This past March 30 Richard Sharpstein questioned Fred Baggett under oath. During the deposition -- which came as part of a civil lawsuit the state has filed against Sanz over his management of FESA -- Sharpstein asked Baggett if he had ever spoken to Sanz about Brian May's solicitation on behalf of the Penelas campaign. "I recall one instance that Mr. Sanz told me that he had had discussions about contributing to Alex Penelas's campaign, yes," Baggett replied.
"Was that with Brian May?" Sharpstein sought to confirm.
Attorneys for the Department of Insurance objected and ordered Baggett not to answer. Eventually, though, Sharpstein received the confirmation he needed. He asked Baggett if anyone "informed you that Brian May had solicited donations to the Penelas campaign?"
"Yes," Baggett responded.
"And who was that person?"
"David Sanz," Baggett said.
When Sharpstein pressed for details, attorneys for the insurance commissioner once again objected. Sharpstein says it is obvious that Nelson is trying to protect May. "I find it abhorrent and thoroughly offensive that Bill Nelson and the Department of Insurance do not want the public to know the truth about what happened," Sharpstein says. "Their refusal to let Baggett testify smacks of an agency that has something to hide."
Baggett did not return phone calls seeking his comment for this story. But Scott Keller, another Greenberg Traurig lobbyist hired by Sanz, says he doubts the truth of Sanz's allegations. "That is so far out of character for Brian," Keller says, who has known May for years. Despite Baggett's sworn deposition, Keller doesn't believe May would have contacted Sanz directly. "I'm pretty sure that didn't happen," he says.
Baggett wasn't the only person in whom Sanz confided regarding May's fundraising. Sanz also spoke to Miami attorney Michael Lozoff in 1996. "I got a call from David Sanz; he was very upset," Lozoff recalls. "He reported to me that he had received a call from Mr. May, and the way it was reported to me was that Mr. May hit him up for a significant contribution for Alex Penelas. It was $5000. I told him he shouldn't contribute and he said, 'You don't understand. Brian is putting me in a terrible spot. This guy is the assistant to the insurance commissioner and he could torpedo everything I've been doing.'
"He was very, very upset by this," Lozoff adds. "I said, 'David, you are absolutely right. It is totally inappropriate for him to call you and ask you for contributions under these circumstances. If I were you, I'd tell him to pound sand.' David continued to express his frustration and then that was it. We never talked about it again. I don't even know if he paid the money."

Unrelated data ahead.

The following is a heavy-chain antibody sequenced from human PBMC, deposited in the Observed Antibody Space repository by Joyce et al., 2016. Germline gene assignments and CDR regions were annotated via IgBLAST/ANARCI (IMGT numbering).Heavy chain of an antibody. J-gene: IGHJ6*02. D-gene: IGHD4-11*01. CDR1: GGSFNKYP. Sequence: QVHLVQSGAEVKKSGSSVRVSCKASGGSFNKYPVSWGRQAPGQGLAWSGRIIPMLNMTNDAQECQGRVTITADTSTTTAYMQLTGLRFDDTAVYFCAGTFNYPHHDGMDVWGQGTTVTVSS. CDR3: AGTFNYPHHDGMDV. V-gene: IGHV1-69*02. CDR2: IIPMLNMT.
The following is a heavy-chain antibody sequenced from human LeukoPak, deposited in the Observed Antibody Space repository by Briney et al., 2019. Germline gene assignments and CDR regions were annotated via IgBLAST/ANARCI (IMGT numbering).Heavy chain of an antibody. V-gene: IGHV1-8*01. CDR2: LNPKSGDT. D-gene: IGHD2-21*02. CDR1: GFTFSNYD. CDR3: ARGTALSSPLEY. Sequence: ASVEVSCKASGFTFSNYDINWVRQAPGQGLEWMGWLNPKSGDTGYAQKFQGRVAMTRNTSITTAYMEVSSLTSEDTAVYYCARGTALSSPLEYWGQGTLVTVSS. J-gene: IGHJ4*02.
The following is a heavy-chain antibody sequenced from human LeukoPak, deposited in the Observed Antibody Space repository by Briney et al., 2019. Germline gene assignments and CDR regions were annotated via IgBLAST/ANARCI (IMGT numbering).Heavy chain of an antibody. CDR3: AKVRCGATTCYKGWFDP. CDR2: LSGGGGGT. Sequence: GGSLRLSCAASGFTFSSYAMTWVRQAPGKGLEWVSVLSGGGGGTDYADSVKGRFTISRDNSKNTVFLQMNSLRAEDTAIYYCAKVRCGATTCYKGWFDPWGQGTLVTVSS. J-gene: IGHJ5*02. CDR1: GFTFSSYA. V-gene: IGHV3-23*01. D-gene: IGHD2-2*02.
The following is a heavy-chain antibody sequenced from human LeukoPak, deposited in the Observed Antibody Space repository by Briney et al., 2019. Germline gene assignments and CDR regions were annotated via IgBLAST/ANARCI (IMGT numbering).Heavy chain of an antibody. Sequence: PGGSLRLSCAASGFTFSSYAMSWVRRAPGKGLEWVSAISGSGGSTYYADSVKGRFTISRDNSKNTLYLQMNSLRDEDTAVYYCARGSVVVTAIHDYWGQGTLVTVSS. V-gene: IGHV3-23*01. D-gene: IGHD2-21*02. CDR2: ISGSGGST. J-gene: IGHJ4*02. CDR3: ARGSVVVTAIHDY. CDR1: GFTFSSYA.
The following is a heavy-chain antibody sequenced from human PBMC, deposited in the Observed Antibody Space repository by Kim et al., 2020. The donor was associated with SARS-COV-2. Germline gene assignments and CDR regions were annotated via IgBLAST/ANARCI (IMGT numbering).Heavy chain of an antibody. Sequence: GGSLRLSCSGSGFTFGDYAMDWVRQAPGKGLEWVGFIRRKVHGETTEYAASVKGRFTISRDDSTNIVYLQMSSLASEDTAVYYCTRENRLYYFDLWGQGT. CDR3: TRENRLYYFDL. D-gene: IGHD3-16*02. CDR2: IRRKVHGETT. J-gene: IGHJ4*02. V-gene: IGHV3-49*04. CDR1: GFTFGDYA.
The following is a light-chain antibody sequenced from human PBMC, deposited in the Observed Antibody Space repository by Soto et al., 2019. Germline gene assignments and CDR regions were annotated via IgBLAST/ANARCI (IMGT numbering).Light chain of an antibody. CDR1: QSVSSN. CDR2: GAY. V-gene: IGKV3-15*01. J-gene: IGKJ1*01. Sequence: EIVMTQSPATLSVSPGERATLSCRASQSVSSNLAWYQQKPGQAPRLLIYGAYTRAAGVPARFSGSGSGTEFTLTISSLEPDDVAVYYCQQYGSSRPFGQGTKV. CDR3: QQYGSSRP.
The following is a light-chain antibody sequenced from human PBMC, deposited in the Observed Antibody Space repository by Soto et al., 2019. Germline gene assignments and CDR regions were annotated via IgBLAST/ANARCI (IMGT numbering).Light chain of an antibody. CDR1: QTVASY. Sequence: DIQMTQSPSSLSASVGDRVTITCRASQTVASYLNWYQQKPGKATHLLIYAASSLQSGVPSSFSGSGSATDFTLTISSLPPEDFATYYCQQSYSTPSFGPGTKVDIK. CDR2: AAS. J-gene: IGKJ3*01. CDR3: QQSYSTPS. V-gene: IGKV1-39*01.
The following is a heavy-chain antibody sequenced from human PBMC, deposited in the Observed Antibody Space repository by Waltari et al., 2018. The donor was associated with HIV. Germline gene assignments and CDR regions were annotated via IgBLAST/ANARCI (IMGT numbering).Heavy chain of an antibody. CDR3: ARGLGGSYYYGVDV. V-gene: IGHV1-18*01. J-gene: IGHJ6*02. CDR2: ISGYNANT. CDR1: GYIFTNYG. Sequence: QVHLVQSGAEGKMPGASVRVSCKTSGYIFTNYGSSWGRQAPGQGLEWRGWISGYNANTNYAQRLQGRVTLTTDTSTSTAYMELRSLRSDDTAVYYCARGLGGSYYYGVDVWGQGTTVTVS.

Since I began working on this story, a whisper campaign against Sanz has been launched by the mayor's office. Supporters of May and Penelas have been warned of this article's imminent publication and told that Sanz is a crook and a bit of a crackpot. Sanz's opponents claim that he is not respected in the insurance industry and that his allegations are not believable.
Of course, no one inside the Penelas camp was complaining about Sanz's character two years ago while they were cashing checks from him totaling $6000.
Sharpstein counters that Brian May has his own character flaws. After Penelas was elected, May resigned from the Department of Insurance to become the mayor's chief of staff. Sharpstein says that within the insurance industry, May's departure became known as the "Brian May double-fuck." The first bit of treachery, according to Sharpstein, came when May pressured lobbyists and executives in the insurance industry for contributions to Penelas's campaign and promised them they would always have a friend in the insurance commissioner's office. The second came when May left that office after Penelas's election.
So who is more believable, Sanz or May? The truth probably falls somewhere between Sanz's allegations and May's denials. Consider this scenario: May contacts Sanz and asks him to donate to the Penelas campaign. Whether he actually promises Sanz he would have FESA's assessment plan approved in return for the contribution or merely allows Sanz to jump to that conclusion will probably remain a mystery.
Either way, Sanz doesn't know what to do. He feels threatened and complains to Lozoff and Baggett. Eventually he decides he has no choice but to write checks for $6000. His lobbyists at Greenberg Traurig, as well as Michael Colodny, collect the checks and reap the credit for raising the funds.
Four months later, after Penelas is elected and May has left the insurance commissioner's office, the state rejects Sanz's recovery plan. What can Sanz do? He certainly can't complain to anyone that May promised to approve his proposal in return for the Penelas contribution; Sanz would be confessing to a criminal conspiracy. So instead he twists things into the story he's telling today: He gave the $6000 freely and then afterward May tries to extract an additional $20,000. He refuses, and the insurance commissioner's office punishes him by taking over FESA.
Who knows? Maybe it happened that way. One thing is clear: Something sleazy was going on. Perhaps an investigation will uncover it -- an investigation conducted at the appropriate time and by the appropriate agency. Whenever and whoever that is.